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Re: What are you reading?

PostPosted: April 17th, 2017, 7:15 am
by Mr-914
yo wrote:When I'm asked to quote on a project the first thing I ask is what is your budget and schedule? To date no one has ever told me their budget and very few have said a schedule. I tell them that I am going to scope it at the maximum and we can go from there, but it would be so much easier if I had a sense of where they wanted to be so I could say "no thanks", or "I can give you this much for that much"....


What I find weird is that everyone tells me that one of their business advantages is "speed to market". That's great, but then you have no idea when the product needs to hit the floor and it inevitably stalls out until your competitor launches their version and it becomes you number one priority. Very strange.

slippyfish wrote:@Mr-914 - Critical Chain sounds like a good resource for project managers or operations people. Or perhaps even start-ups. Do you see practical applications to the industrial design process itself, or perhaps ID within a product development organization?


I see a practical application everywhere and anywhere! It has more effect if the organization can recognize the advantages and adopt it too, but you can make just your department more productive by using the methodology.

For example, I used to give deadlines for everything, even projects that were on the back burner or uncertain to advance outside of design. Moreover, I would limit the department work-in-progress so that the designers could focus on actually finishing projects. Those two small things that seem so common sense boost productivity at least 100% in my experience.

The difficult part after that is getting management to understand what one is doing. Because at the same time, I had to ignore daily emergencies to continue the focus. That requires political skill to pull off over an extended period of time.

Re: What are you reading?

PostPosted: May 7th, 2017, 9:34 am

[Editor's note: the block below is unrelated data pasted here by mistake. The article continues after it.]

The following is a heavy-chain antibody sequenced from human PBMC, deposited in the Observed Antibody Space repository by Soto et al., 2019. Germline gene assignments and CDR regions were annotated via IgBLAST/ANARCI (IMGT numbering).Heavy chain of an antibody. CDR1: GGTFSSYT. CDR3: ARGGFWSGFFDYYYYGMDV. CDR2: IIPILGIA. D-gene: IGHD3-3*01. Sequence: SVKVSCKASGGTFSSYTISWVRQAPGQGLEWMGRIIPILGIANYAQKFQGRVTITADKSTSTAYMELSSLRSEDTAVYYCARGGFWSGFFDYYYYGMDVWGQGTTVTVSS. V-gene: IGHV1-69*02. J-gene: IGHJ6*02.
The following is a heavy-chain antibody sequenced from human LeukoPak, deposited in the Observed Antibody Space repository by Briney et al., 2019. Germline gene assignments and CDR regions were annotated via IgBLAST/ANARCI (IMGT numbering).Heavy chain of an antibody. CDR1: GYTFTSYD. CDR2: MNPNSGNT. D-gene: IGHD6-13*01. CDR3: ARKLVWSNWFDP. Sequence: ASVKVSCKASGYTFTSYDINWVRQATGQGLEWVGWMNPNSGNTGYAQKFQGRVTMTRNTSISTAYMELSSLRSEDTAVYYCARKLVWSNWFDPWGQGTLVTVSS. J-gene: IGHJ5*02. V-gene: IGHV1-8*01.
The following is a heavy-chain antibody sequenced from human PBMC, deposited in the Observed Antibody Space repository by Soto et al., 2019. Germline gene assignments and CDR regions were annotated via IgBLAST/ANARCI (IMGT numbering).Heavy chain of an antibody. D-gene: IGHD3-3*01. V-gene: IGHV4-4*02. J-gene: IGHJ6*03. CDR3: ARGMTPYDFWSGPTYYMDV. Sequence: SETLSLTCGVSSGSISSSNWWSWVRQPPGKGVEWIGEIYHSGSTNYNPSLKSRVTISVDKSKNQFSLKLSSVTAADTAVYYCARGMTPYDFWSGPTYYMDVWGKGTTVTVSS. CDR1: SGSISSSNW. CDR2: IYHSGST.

by ralphzoontjens
The Guggenheim just released their digitized book collection for download, here is a great one on motorcycles:
https://ia801406.us.archive.org/20/item ... 00solo.pdf

Re: What are you reading?

PostPosted: May 7th, 2017, 12:15 pm
by MK19
https://www.amazon.co.uk/gp/product/178 ... UTF8&psc=1

I've bought this because it sounds really good in reviews etc. but do not have the time to read it any time soon.

Re: What are you reading?

PostPosted: May 22nd, 2017, 6:05 pm
by slippyfish
Halfway through 'DUNE', the masterpiece from Frank Herbert. Having seen the film at least a dozen times I initially had the unpleasant experience of comparing scenes with chapters, but that effect has diminished over the pages, and now I can absorb the writing and story for its own merits. It is astounding in scope, detail, and the creation of a consistent universe. I love how the prevailing thought or backstory is the law of the Butlerian Jihad - that machines should not replace humans. Computers and AI are outlawed, and as the story shows, are inferior to human intellect, instinct, and ingenuity.

I went ahead and got the hardcover with the foreword by Neil Gaiman; the cover design and embossing is very nice.

Re: What are you reading?

PostPosted: June 26th, 2017, 3:47 am
by Jestro
Revolution from Above, the Demise of the Soviet System by David Kotz and Fred Weir. An academic book on the collapse of the Soviet Union. It's weird that I have lived through the event and know almost nothing about it.

Re: What are you reading?

PostPosted: June 26th, 2017, 12:11 pm
by SashaCollectif
The Global Brain, by Howard Bloom.
If you read it carefully, and without ego, it will change your view on life completely.

It changed my religion also.

I now believe that humans are like radio receivers - and consciousness is like WiFi. Reincarnation is not yourself entering a new body - it's a new body connecting with the old data cloud.

Re: What are you reading?

PostPosted: July 27th, 2017, 4:21 pm
by yo
a good article on the history of dystopian fiction (one of my favorite genres) https://electricliterature.com/the-rise ... 3b945c5d37

Re: What are you reading?

PostPosted: August 30th, 2017, 6:25 am
by Alex74874
Currently, I am reading Zig Ziglar's Secrets of Closing the Sale.
The book is an amazing read. I look forward to my 2nd and 3rd reviews.
I really like the fact that he shares a lot of his own stories that you can even relate to situations outside of selling.
If your looking to increase your knowledge about how " A Real Sales Call " in any industry should go, here you can find more business information.
Anyway, no one better than Zig.

Re: What are you reading?

PostPosted: August 30th, 2017, 8:26 am
by ralphzoontjens